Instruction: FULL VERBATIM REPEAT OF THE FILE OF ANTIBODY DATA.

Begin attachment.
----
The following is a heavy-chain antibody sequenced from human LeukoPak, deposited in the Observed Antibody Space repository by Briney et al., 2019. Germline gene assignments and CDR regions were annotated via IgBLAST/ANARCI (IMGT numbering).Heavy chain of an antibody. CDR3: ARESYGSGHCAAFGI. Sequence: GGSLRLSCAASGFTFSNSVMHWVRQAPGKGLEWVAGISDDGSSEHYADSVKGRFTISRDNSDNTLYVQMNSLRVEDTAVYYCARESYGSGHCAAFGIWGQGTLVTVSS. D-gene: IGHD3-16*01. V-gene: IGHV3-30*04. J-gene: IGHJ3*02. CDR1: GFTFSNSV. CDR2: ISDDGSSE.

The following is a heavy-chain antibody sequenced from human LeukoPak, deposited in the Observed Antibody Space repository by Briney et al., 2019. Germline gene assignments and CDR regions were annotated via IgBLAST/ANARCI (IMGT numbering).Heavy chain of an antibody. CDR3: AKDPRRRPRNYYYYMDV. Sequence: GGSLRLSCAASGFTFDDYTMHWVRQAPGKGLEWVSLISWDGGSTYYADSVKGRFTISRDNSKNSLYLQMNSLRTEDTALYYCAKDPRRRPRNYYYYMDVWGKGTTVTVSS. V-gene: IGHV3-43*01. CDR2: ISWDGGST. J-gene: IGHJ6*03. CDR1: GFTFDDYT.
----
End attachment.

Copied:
The following is a heavy-chain antibody sequenced from human LeukoPak, deposited in the Observed Antibody Space repository by Briney et al., 2019. Germline gene assignments and CDR regions were annotated via IgBLAST/ANARCI (IMGT numbering).Heavy chain of an antibody. CDR3: ARESYGSGHCAAFGI. Sequence: GGSLRLSCAASGFTFSNSVMHWVRQAPGKGLEWVAGISDDGSSEHYADSVKGRFTISRDNSDNTLYVQMNSLRVEDTAVYYCARESYGSGHCAAFGIWGQGTLVTVSS. D-gene: IGHD3-16*01. V-gene: IGHV3-30*04. J-gene: IGHJ3*02. CDR1: GFTFSNSV. CDR2: ISDDGSSE.

The following is a heavy-chain antibody sequenced from human LeukoPak, deposited in the Observed Antibody Space repository by Briney et al., 2019. Germline gene assignments and CDR regions were annotated via IgBLAST/ANARCI (IMGT numbering).Heavy chain of an antibody. CDR3: AKDPRRRPRNYYYYMDV. Sequence: GGSLRLSCAASGFTFDDYTMHWVRQAPGKGLEWVSLISWDGGSTYYADSVKGRFTISRDNSKNSLYLQMNSLRTEDTALYYCAKDPRRRPRNYYYYMDVWGKGTTVTVSS. V-gene: IGHV3-43*01. CDR2: ISWDGGST. J-gene: IGHJ6*03. CDR1: GFTFDDYT.